5 Steps to Personal Financial Planning


Most things need a plan, and so do your finances. The earlier you start, the better you can align your money with your goals, whether paying for college, a home, investments, or retirement. Here are five key steps.

  1. Write out your goals and intentions

Don’t keep your goals in your head. Write them down. Identify the things you’ll need to pay, advises US News. It could be any of the following: Education for you or your children. A home. Medical care. Investments. Travel. Living expenses. Retirement. It could be any of these combined.

  1. Savings plan.

Write down how much you need to save to reach your goals. Then, if needed, write down a plan on how you might make adjustments to your lifestyle and spending habits to meet your savings needs.

Retirement should be a consideration, and some savings should be allocated toward retirement savings vehicles such as 401(k)s and IRAs.

  1. Investing: Assess your risk tolerance

If you plan on investing, you need to assess your risk tolerance. Suppose you are younger and have many working years remaining. In that case, typically, you have a higher risk tolerance because you have sufficient working years left to recoup any potential losses from bad investments. However, if you are older and closer to retirement, your risk tolerance would typically be lower as you have few working years left to recoup any losses.

Those with a higher risk tolerance would have more flexibility for investing in stocks, while those with a lower risk tolerance would lean more towards government-backed bonds.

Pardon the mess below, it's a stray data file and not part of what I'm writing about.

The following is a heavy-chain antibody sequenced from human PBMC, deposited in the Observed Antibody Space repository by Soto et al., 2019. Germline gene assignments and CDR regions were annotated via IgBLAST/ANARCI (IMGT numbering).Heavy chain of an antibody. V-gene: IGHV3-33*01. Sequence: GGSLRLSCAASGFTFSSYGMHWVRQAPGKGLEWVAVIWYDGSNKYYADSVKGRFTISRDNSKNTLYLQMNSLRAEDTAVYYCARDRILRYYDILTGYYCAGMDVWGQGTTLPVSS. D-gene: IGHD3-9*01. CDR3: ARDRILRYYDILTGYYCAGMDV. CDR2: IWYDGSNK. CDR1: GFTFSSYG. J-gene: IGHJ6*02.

1. Investing: Allocation

If part of your financial planning includes investing some of your savings (and it likely should), determine how much you will allocate among the various categories such as stocks, bonds and cash, as well as potential newer digital investments such as cryptocurrencies and NFTs.

  1. Have a fallback plan

Consider a “Plan B” of what you will do if your investments don’t work out. Know what you will do if you wind up with less money for retirement than you had targeted in your goals. Write it down. Possibilities include: downsizing and moving to a cheaper home and location or taking out a reverse mortgage on your current home. It could also involve retiring at 70 rather than age 67 (or earlier). It may also entail working part-time in retirement. Know your options upfront, rather than being caught off guard at the last minute if your investments tank.